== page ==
Friday, April 25, 2014

Behind The Bricks

 I have to share something that I'm working on as part of my day job as Director of The Crossing Arts Alliance, a non-profit in Brainerd, MN.  I'm so excited by this project that this might get a little long, sorry.
For several months, some of our members have been volunteering in the local jail, teaching art and writing skills to the inmates.  I know it's been incredibly rewarding for the volunteers and given the response from the inmates, I'd say it's been equally so for them.

Part of the scope of the project is to compile a book that features the work of the inmates.  They're excited about this, that they'll have work in a book.  That's a big deal for anybody, I think, and especially for some of those folks who haven't had much in the way of positive recognition.  They'll each receive a book of their own to show off to friends and family, and then we'll be selling some in our Sales Gallery. 

The other part of this project is that we are doing an exhibit using the art and writing from the inmates coupled with art from the community.  How it works is this...we have asked the visual artists in our community to choose a piece of inmate writing that speaks to them and create a companion visual art piece to it.  Writers are asked to choose a piece of visual art, and write.  All of these pieces will be on exhibit, side by side, in the jail for the inmates to view, and then in our gallery.  Talk about goosebumpy.  The idea of community members reaching out and connecting with people they don't know, people from different walks of life and circumstances, is a powerful thing.  If we all made a habit to try to understand or connect with others, even a little bit, imagine how our world might change.  Goosebumpy, I tell ya.  

I chose my piece this week, a writing about a crumpled leaf that found its way into the jail.  The inmates watched for this leaf, this interloper from outside the walls, for weeks as it was kicked along the halls.  It spoke to me so strongly, imagining how meaningful a crumpled brown leaf might be if I were separated from nature for too long.

We try to realistic about what our long-term impact will be on these folks, but we can't help but hope that maybe one, just one, will find something in the arts that makes them want to make a positive change in their life.  I think I can honestly say this project has made a change in mine.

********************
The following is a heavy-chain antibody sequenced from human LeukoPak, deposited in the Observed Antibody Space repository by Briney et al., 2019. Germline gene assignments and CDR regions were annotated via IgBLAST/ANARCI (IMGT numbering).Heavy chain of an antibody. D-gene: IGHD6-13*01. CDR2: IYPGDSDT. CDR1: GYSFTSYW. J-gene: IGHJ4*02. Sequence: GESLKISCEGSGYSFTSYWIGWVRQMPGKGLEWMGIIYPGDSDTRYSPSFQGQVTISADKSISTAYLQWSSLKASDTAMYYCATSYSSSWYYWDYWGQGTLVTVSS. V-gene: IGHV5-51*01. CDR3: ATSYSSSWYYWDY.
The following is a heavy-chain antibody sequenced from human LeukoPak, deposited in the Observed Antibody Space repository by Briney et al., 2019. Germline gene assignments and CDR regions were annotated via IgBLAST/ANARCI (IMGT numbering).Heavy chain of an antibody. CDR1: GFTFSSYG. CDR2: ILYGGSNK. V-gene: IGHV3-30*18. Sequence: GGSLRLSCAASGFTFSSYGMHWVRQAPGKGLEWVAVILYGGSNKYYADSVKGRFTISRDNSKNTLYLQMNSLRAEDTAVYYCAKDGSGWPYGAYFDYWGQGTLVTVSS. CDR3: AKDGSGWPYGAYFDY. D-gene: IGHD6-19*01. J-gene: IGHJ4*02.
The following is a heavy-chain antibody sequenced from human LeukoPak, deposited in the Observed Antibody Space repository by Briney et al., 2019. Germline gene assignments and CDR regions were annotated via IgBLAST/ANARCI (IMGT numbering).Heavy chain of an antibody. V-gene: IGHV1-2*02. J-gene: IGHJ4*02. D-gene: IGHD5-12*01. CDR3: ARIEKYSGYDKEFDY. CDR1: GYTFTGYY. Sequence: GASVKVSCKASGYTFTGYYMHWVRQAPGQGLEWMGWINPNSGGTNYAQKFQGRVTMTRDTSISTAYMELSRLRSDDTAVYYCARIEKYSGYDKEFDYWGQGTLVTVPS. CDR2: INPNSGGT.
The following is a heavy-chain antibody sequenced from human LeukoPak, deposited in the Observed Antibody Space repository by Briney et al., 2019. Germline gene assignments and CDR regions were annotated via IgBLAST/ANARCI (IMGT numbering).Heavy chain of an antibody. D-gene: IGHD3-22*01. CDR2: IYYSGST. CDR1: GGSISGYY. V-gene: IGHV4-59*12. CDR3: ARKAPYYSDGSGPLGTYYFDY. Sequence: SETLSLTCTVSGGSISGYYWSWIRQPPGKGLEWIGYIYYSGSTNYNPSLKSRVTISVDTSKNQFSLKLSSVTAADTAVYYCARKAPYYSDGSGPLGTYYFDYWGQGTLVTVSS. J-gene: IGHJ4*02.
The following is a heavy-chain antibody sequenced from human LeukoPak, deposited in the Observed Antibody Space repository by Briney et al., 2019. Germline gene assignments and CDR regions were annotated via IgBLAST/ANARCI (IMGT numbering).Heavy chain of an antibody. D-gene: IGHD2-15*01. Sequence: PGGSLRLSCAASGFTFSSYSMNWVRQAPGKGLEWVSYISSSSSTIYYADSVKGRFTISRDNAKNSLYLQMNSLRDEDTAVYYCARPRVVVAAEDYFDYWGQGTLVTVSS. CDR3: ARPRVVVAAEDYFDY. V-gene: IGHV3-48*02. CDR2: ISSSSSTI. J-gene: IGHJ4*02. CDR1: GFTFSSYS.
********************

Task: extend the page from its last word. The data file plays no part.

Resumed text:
What kinds of rewarding projects have you been involved with?  Or what are your local arts non-profits doing?  I'd love to hear.

Happy Friday, everyone! 


StaroftheEast said...

What a great project!

Ariadne said...

Any offering of help to others is precious!Congrats!AriadnefromGreece!

Unknown said...

That is an amazing idea and project! I love it!

Heather Eddy said...

Thank you for sharing this post. I sometimes need to be taught how other people live and that perspective changes me. Thank goodness!

Anonymous said...

This is just wonderful!
I've just finished working on a quilting project with 5th graders, many of them come from heartbreaking stories. Watching them learn to sew and see themselves as artists was a deep gift. said...

Lisa Jordan: wife and mother, artist, blogger, teacher, curator, community activist, social worker, inspiration for good living and so much more. I love reading your posts. They always brighten my day and encourage me to reach farther.

Angela Sandberg said...

What an awesome way to help others though your talents, and help them use theirs. To quote the great Neil Gaiman: "Life is sometimes hard. Things go wrong, in life and in love and in business and in friendship and in health and in all the other ways that life can go wrong. And when things get tough, this is what you should do.

Make good art."

Margie Oomen said...

i have been on the board of directors off the alzheimers society in our area . They run day programs for clients and also offer assistance to caregivers.

Kim said...



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